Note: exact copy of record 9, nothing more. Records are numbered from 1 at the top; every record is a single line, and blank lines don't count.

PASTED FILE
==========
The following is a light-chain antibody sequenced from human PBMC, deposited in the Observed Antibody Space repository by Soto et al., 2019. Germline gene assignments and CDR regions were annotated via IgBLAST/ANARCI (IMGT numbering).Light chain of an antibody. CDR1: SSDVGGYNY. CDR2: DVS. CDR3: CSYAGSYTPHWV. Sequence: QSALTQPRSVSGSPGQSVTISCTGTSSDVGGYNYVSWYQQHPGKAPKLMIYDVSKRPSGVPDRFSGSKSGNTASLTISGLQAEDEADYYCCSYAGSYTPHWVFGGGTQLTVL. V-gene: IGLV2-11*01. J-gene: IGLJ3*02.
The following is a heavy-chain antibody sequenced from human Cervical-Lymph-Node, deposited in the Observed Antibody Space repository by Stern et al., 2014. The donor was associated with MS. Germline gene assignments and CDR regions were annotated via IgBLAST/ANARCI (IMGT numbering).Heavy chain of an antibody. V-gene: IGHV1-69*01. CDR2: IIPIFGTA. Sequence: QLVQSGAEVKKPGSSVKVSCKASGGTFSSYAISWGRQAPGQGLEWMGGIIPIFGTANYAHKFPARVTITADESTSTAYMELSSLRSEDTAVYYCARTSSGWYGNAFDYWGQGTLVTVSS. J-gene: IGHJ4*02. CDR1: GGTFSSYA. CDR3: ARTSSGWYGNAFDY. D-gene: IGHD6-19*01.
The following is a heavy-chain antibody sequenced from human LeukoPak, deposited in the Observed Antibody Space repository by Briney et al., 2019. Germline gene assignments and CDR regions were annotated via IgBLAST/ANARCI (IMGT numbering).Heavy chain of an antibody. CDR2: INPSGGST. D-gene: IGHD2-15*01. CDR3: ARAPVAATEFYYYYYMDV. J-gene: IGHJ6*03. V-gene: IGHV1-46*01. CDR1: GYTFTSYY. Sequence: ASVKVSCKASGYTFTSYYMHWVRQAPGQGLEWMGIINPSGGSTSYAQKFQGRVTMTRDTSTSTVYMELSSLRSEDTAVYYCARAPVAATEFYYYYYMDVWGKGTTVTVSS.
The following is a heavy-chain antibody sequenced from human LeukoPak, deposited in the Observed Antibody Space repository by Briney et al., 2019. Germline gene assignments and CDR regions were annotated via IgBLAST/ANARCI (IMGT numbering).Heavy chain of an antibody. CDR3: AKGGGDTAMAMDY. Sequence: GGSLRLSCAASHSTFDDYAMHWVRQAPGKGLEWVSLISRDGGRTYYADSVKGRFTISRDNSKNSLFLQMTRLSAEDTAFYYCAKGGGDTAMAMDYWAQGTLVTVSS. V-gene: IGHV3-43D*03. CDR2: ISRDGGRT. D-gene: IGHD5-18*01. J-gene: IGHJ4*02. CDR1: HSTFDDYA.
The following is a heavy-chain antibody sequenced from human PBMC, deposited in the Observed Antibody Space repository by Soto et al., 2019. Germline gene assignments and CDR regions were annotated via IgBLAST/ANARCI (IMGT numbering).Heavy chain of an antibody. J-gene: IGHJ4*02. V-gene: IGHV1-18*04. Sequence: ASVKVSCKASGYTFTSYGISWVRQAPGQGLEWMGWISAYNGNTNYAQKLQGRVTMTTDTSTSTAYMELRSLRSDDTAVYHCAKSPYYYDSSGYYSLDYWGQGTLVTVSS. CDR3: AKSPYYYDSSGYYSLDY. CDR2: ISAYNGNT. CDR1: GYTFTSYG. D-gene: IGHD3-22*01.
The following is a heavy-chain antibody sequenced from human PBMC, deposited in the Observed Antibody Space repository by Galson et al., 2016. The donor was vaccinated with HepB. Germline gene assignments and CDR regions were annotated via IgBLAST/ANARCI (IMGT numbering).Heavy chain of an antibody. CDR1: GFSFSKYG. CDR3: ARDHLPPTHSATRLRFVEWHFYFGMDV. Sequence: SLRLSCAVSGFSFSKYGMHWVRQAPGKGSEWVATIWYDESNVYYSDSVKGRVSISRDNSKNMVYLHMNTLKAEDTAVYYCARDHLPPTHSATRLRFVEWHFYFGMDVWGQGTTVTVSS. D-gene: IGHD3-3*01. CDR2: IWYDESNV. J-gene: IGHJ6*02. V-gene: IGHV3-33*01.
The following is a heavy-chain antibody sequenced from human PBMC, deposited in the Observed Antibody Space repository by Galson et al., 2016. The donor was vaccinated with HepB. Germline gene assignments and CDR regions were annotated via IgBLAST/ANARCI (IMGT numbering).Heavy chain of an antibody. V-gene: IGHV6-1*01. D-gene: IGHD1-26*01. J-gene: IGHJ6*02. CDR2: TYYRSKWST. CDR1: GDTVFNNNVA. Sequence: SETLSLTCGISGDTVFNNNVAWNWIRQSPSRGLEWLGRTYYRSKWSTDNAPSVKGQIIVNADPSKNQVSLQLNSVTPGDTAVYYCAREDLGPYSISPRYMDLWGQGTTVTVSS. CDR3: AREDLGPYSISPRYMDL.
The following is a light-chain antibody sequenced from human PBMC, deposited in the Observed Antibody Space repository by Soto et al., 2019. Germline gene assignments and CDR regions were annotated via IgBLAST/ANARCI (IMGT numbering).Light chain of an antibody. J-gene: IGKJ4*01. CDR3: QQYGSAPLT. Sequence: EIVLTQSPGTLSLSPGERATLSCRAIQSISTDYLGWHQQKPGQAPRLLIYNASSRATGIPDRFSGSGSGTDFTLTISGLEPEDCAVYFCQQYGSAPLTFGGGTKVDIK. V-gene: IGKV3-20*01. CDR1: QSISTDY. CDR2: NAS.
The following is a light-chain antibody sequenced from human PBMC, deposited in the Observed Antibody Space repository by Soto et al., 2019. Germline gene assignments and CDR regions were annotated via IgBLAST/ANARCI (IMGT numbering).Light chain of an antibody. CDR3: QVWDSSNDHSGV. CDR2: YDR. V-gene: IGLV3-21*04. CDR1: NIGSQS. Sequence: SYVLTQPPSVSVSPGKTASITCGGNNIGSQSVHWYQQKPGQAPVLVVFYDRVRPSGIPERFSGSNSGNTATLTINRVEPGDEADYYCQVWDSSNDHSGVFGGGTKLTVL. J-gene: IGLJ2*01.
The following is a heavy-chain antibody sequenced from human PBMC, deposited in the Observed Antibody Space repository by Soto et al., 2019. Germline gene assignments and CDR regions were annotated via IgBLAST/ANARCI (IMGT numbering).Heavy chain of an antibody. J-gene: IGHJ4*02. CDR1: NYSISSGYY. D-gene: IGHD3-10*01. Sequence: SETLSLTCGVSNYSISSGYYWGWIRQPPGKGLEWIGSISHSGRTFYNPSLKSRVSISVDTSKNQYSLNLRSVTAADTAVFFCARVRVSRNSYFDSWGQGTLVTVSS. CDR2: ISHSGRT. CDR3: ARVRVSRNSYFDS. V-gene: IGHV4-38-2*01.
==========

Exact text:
The following is a light-chain antibody sequenced from human PBMC, deposited in the Observed Antibody Space repository by Soto et al., 2019. Germline gene assignments and CDR regions were annotated via IgBLAST/ANARCI (IMGT numbering).Light chain of an antibody. CDR3: QVWDSSNDHSGV. CDR2: YDR. V-gene: IGLV3-21*04. CDR1: NIGSQS. Sequence: SYVLTQPPSVSVSPGKTASITCGGNNIGSQSVHWYQQKPGQAPVLVVFYDRVRPSGIPERFSGSNSGNTATLTINRVEPGDEADYYCQVWDSSNDHSGVFGGGTKLTVL. J-gene: IGLJ2*01.